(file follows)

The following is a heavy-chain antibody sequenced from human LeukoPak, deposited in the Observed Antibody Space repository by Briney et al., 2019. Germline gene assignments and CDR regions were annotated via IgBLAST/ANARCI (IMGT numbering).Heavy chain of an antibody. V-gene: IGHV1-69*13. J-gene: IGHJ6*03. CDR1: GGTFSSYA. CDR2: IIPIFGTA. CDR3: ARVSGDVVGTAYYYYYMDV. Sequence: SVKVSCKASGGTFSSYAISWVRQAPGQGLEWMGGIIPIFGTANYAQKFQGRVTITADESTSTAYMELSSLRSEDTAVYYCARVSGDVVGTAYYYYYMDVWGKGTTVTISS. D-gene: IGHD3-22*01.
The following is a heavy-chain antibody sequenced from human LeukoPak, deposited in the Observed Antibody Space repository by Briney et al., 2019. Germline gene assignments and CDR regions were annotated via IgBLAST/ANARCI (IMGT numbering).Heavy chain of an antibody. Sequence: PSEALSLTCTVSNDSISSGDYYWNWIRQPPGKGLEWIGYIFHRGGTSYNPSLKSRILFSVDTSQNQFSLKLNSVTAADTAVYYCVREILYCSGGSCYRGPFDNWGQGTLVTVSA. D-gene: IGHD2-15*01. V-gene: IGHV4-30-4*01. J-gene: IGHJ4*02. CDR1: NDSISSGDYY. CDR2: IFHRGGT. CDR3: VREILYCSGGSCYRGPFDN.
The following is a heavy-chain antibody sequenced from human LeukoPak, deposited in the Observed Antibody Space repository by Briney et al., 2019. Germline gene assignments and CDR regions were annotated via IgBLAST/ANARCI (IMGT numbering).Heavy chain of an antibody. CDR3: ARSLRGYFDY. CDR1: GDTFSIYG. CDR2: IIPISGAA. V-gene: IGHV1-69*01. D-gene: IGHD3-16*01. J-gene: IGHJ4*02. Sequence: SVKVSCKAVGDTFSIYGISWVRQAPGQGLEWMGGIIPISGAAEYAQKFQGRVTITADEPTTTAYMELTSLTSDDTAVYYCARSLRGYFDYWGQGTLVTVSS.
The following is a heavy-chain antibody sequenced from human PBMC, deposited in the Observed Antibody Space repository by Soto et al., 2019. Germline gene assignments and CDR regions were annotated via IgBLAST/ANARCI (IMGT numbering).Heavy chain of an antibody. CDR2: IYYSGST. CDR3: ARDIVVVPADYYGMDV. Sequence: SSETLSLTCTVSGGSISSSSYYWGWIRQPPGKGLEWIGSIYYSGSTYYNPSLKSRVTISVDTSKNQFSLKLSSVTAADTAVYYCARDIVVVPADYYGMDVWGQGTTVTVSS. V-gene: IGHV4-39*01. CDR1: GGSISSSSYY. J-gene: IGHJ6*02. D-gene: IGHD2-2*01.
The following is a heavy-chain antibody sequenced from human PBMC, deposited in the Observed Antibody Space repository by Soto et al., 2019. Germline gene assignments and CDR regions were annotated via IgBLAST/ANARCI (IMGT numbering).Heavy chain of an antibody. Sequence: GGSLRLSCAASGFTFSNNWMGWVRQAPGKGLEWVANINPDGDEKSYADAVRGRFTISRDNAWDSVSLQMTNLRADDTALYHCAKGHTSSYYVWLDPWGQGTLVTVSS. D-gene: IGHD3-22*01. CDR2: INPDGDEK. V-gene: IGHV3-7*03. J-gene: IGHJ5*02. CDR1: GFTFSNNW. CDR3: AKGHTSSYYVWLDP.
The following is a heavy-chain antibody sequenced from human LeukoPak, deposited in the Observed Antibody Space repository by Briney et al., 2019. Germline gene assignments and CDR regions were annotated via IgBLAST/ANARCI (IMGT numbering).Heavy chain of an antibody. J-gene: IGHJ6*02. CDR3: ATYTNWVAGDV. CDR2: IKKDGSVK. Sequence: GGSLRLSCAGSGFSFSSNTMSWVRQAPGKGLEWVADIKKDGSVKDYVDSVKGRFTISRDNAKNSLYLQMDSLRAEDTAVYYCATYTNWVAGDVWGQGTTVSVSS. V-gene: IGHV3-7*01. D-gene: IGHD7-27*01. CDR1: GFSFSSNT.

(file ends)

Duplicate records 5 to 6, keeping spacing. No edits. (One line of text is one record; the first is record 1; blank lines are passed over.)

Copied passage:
The following is a heavy-chain antibody sequenced from human PBMC, deposited in the Observed Antibody Space repository by Soto et al., 2019. Germline gene assignments and CDR regions were annotated via IgBLAST/ANARCI (IMGT numbering).Heavy chain of an antibody. Sequence: GGSLRLSCAASGFTFSNNWMGWVRQAPGKGLEWVANINPDGDEKSYADAVRGRFTISRDNAWDSVSLQMTNLRADDTALYHCAKGHTSSYYVWLDPWGQGTLVTVSS. D-gene: IGHD3-22*01. CDR2: INPDGDEK. V-gene: IGHV3-7*03. J-gene: IGHJ5*02. CDR1: GFTFSNNW. CDR3: AKGHTSSYYVWLDP.
The following is a heavy-chain antibody sequenced from human LeukoPak, deposited in the Observed Antibody Space repository by Briney et al., 2019. Germline gene assignments and CDR regions were annotated via IgBLAST/ANARCI (IMGT numbering).Heavy chain of an antibody. J-gene: IGHJ6*02. CDR3: ATYTNWVAGDV. CDR2: IKKDGSVK. Sequence: GGSLRLSCAGSGFSFSSNTMSWVRQAPGKGLEWVADIKKDGSVKDYVDSVKGRFTISRDNAKNSLYLQMDSLRAEDTAVYYCATYTNWVAGDVWGQGTTVSVSS. V-gene: IGHV3-7*01. D-gene: IGHD7-27*01. CDR1: GFSFSSNT.